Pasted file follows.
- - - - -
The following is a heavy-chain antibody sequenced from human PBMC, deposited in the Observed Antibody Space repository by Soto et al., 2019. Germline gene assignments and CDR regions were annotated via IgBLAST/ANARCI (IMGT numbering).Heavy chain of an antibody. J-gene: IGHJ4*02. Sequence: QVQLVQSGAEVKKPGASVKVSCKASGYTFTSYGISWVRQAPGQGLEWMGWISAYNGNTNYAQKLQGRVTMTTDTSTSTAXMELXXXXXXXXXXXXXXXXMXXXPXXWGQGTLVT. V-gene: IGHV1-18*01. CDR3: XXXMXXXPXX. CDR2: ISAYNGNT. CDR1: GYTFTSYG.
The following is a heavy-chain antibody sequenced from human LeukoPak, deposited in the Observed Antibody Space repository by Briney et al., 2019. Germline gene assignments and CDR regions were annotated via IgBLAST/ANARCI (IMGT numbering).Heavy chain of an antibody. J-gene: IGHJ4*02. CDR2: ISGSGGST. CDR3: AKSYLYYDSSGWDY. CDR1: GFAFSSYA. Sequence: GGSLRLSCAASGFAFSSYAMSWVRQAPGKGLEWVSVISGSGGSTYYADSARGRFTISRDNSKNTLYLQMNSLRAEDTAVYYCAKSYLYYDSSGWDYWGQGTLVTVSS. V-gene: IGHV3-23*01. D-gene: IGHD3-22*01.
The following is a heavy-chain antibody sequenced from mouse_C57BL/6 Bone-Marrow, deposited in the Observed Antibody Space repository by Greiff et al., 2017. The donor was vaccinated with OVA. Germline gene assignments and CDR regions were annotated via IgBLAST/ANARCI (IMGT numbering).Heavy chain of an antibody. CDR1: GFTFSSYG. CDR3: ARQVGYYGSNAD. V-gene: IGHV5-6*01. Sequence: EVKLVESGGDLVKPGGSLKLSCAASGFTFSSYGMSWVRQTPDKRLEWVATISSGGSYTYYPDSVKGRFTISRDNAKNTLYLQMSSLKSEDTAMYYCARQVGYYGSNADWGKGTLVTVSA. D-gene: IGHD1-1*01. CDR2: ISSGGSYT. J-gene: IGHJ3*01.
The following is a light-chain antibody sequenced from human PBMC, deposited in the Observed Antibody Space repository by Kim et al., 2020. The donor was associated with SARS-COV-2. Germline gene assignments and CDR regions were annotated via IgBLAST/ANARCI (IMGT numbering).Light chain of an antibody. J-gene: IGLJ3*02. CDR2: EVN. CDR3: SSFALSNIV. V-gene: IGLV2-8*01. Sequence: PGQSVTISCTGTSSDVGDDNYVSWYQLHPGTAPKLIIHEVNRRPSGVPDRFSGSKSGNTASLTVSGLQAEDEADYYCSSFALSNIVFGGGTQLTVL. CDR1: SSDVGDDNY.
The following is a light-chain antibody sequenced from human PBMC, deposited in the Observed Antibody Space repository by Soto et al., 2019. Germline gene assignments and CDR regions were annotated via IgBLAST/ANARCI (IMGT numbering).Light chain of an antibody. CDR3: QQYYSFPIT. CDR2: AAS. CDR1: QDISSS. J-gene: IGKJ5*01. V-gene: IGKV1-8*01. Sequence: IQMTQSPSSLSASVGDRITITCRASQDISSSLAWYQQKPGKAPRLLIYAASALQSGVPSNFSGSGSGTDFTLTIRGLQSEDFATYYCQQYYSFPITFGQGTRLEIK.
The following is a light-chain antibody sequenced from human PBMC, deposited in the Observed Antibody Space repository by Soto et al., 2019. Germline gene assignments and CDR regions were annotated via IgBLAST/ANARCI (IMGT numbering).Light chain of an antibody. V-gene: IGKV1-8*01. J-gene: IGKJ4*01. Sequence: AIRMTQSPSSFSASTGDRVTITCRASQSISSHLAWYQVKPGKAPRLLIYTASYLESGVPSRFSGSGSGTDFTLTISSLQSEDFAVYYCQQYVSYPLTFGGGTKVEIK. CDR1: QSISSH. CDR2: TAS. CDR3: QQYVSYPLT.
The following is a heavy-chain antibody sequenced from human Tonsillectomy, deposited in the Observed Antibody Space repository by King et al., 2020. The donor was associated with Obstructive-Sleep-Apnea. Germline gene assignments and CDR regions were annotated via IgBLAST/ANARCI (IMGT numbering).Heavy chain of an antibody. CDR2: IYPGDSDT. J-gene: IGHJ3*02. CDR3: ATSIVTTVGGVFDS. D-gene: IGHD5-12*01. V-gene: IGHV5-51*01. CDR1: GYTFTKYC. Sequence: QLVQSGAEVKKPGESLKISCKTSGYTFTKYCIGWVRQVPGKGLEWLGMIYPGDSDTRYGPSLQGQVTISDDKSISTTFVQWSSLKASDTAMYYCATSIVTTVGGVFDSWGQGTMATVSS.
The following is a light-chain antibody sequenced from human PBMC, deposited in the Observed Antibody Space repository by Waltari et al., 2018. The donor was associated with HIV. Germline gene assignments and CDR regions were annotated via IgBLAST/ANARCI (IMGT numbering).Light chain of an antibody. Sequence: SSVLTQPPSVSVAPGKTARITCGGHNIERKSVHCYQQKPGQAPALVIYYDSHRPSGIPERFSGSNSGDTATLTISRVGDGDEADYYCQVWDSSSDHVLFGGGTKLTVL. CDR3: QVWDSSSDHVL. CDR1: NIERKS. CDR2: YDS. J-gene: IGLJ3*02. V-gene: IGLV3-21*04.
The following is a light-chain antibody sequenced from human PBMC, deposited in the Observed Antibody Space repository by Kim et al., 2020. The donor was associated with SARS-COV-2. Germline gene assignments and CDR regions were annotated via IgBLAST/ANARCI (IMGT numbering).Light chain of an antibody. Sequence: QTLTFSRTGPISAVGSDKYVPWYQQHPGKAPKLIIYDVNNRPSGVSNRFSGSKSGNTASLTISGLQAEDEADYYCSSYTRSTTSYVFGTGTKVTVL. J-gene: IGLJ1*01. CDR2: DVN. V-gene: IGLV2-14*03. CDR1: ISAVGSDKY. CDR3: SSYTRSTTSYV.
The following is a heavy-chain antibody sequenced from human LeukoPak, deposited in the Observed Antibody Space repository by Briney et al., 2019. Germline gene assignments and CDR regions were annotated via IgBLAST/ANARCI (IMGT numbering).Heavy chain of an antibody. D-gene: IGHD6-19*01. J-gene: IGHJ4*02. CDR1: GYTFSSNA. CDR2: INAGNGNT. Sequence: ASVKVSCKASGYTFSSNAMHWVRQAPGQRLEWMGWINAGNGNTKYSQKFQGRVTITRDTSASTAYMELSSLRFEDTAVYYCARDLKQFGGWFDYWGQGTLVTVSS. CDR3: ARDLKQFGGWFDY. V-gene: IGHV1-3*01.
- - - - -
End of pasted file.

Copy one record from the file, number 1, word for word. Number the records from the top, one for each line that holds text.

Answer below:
The following is a heavy-chain antibody sequenced from human PBMC, deposited in the Observed Antibody Space repository by Soto et al., 2019. Germline gene assignments and CDR regions were annotated via IgBLAST/ANARCI (IMGT numbering).Heavy chain of an antibody. J-gene: IGHJ4*02. Sequence: QVQLVQSGAEVKKPGASVKVSCKASGYTFTSYGISWVRQAPGQGLEWMGWISAYNGNTNYAQKLQGRVTMTTDTSTSTAXMELXXXXXXXXXXXXXXXXMXXXPXXWGQGTLVT. V-gene: IGHV1-18*01. CDR3: XXXMXXXPXX. CDR2: ISAYNGNT. CDR1: GYTFTSYG.